Public Citizen v. HHS, No. 11-1681, 2013 WL 5497180 (D.D.C. Oct. 4, 2013) (Howell, J.)

Friday, October 4, 2013
Re: "Annual reports that were required to be submitted by two companies, Pfizer, Inc. ('Pfizer') and Purdue Pharma L.P. ('Purdue'), to the Office of Inspector General ('OIG') of [HHS] as part of the companies' compliance with settlement agreements arising from the companies' illegal off-label promotion of drugs reimbursed by federal health care programs"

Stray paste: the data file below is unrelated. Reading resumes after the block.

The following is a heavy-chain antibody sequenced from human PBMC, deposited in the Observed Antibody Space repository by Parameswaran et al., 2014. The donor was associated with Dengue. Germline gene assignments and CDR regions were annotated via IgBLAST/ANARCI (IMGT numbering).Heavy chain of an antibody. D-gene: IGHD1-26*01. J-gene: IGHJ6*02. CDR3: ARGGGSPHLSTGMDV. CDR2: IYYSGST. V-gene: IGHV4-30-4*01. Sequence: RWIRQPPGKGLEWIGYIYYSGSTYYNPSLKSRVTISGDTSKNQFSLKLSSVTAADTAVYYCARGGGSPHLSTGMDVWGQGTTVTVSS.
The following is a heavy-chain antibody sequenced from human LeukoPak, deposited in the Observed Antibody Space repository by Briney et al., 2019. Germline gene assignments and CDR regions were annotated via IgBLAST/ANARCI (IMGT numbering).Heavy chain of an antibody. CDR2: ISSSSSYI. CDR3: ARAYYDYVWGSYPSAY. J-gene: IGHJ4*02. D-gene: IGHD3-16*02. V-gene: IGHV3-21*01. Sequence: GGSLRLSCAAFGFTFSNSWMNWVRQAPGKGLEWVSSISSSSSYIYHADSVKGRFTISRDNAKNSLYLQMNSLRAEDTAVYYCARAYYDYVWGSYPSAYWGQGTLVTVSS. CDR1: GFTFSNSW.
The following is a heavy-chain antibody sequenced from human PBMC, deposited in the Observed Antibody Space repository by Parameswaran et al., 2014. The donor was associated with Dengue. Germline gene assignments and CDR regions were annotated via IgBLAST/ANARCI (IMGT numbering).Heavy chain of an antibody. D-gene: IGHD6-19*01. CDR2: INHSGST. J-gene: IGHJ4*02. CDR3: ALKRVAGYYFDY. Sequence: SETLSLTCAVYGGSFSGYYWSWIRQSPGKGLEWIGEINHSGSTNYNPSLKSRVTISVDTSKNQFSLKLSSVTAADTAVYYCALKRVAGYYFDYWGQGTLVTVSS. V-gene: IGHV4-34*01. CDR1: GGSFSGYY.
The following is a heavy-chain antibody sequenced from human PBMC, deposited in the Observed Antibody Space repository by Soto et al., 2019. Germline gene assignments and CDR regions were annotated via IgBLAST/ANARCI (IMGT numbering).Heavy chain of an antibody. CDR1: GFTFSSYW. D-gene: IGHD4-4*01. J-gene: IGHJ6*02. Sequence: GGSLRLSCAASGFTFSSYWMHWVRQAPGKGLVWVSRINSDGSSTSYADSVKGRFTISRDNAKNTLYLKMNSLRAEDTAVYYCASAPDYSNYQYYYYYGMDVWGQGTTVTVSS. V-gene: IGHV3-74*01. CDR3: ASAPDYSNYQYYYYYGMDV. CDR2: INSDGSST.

• Adequacy of Search:  The court holds that HHS has not demonstrated that it conducted a reasonable and adequate search.  Plaintiff raised concerns "because certain documents referenced in released documents were not identified in the Vaughn index of withheld Pfizer documents or released to the plaintiff."  Defendant does not dispute that these documents were submitted, but instead says that they are not missing but were "identified in the search and withheld, as described" in the entries for three documents.  However, the court points out that the index only accounts for some of these documents.  "[D]efendant was or became aware that Pfizer's Section V.B.6 documents for five annual reports, not just three such reports, should exist."  "Yet, the defendant offers no explanation, and cites to no produced document, to account for the missing records for at least two annual reports."  Thus, although search adequacy is determined by the reasonableness of the search, "when, as here, the agency concedes that responsive documents exist and, further, that its search should have recovered those documents, by stating as a factual matter that they were, in fact, located, summary judgment is inappropriate when the plaintiff raises substantial questions about those assertions."